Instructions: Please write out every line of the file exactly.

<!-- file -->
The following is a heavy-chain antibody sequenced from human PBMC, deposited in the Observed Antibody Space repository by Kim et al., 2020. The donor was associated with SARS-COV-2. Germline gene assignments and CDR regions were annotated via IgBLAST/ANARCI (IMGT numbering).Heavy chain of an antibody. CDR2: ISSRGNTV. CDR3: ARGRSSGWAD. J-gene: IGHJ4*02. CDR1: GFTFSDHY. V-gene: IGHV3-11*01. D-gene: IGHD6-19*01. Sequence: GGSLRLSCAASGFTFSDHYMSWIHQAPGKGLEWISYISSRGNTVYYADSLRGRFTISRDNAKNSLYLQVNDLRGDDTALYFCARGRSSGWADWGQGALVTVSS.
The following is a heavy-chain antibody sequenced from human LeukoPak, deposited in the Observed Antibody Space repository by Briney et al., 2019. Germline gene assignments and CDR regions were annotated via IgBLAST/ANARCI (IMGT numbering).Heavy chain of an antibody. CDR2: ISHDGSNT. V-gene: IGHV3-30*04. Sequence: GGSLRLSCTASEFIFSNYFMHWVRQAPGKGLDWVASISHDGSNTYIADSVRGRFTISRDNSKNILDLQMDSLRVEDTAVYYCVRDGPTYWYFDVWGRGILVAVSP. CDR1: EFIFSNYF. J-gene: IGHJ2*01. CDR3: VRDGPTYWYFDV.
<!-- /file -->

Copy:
The following is a heavy-chain antibody sequenced from human PBMC, deposited in the Observed Antibody Space repository by Kim et al., 2020. The donor was associated with SARS-COV-2. Germline gene assignments and CDR regions were annotated via IgBLAST/ANARCI (IMGT numbering).Heavy chain of an antibody. CDR2: ISSRGNTV. CDR3: ARGRSSGWAD. J-gene: IGHJ4*02. CDR1: GFTFSDHY. V-gene: IGHV3-11*01. D-gene: IGHD6-19*01. Sequence: GGSLRLSCAASGFTFSDHYMSWIHQAPGKGLEWISYISSRGNTVYYADSLRGRFTISRDNAKNSLYLQVNDLRGDDTALYFCARGRSSGWADWGQGALVTVSS.
The following is a heavy-chain antibody sequenced from human LeukoPak, deposited in the Observed Antibody Space repository by Briney et al., 2019. Germline gene assignments and CDR regions were annotated via IgBLAST/ANARCI (IMGT numbering).Heavy chain of an antibody. CDR2: ISHDGSNT. V-gene: IGHV3-30*04. Sequence: GGSLRLSCTASEFIFSNYFMHWVRQAPGKGLDWVASISHDGSNTYIADSVRGRFTISRDNSKNILDLQMDSLRVEDTAVYYCVRDGPTYWYFDVWGRGILVAVSP. CDR1: EFIFSNYF. J-gene: IGHJ2*01. CDR3: VRDGPTYWYFDV.